Warning against overconfidence, President Clinton on Sunday helped raise millions of dollars for the Democratic Party, pitched for a Senate candidate in New Jersey and preached the importance of voting on election day.
"I'd like to celebrate, scream and shout--but it's not over yet," Clinton told a rally on behalf of Rep. Robert G. Torricelli (D-N.J.), the Senate hopeful. "It's a long way from over."
Earlier, the president called on members of an inner-city church congregation to vote, exclaiming: "It's your responsibility!"
Yet even as he sought to ward off the dangers of voter apathy, the president's strong position in public opinion polls seemed to have generated an abundance of political capital--the currency that pays for campaign events and the intangible value of his presence on behalf of other Democratic candidates.
Clinton attended fund-raisers in Westchester County, N.Y., and Manhattan on Sunday that were expected to raise more than $3 million for the Democratic Party. At the Rockefeller Estate in suburban Tarrytown, N.Y., about 75 contributors paid $25,000 each.
"I think all the [Democratic] candidates are going to get a boost" from Sunday's fund-raising events, said Clinton campaign spokesman Joe Lockhart.
On the stump Sunday, Clinton appeared to be concerned that a lack of voter turnout could nullify the lead that polls suggest he has.
Speaking to an overflow crowd of several hundred at the New Hope Baptist Church in Newark, the president appealed to the friendly congregants: "On Nov. 5, be there."
To motivate his supporters to vote, the president is depicting the election as an epic choice between two radically different philosophies of government. It is a choice between "very big ideas which have huge practical consequences," he said at the Torricelli fund-raiser.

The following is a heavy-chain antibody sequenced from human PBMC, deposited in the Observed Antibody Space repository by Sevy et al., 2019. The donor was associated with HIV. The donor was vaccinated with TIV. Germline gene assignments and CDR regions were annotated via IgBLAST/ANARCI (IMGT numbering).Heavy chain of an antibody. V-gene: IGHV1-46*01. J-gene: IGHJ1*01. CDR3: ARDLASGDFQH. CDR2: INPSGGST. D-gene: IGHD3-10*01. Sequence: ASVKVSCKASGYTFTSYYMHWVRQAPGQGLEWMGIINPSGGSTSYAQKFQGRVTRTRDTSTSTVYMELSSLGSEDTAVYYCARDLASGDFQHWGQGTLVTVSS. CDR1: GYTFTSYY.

In particular, Clinton alluded to his support for a continuing government role in education and social welfare, which he contrasted with what he called the go-it-alone approach of the Republicans.
"There is a very high principle at stake here because even a lot of the good things that are happening in the world today are dividing people," the president said, referring to new technologies and those who have the education to make the most of them. Clinton added that he was "determined" that technology and education be broadly shared to prevent gaps between rich and poor.
The Torricelli event, in a Marriott Hotel ballroom, got off to an awkward start as at least one heckler from a group known as the Workers World Party, holding a placard declaring that "a million kids will go hungry" because of the welfare reform bill that Clinton signed, loudly berated the president.
"Facts are inconvenient," Clinton said as the protester complained about foreign policy and welfare changes. "We had the biggest drop in child poverty last year in 20 years. Second fact: We had the biggest drop in poverty in households headed by women in 30 years. We had the biggest decrease in inequality among working people in 27 years.
"What else should I talk about? I like this."
The Democratic Party's goal for Sunday's fund-raisers in New York, coupled with a similar event last week in Los Angeles and another planned for later this week in Washington, is $10 million to $15 million. Most of it will be used for House and Senate races.
The president plans to expend some of his personal capital--appearances and endorsements--on behalf of Democratic candidates in Ohio, Michigan, Florida, Alabama, Georgia and Louisiana over the next several days.
Clinton did not conceal his happy spirits Sunday as he entered the home stretch of the campaign.
"About this time of year, people in our line of work are tired on Sunday morning," Clinton told the church crowd in Newark. "They hurt from head to toe. Well, I'm not tired anymore."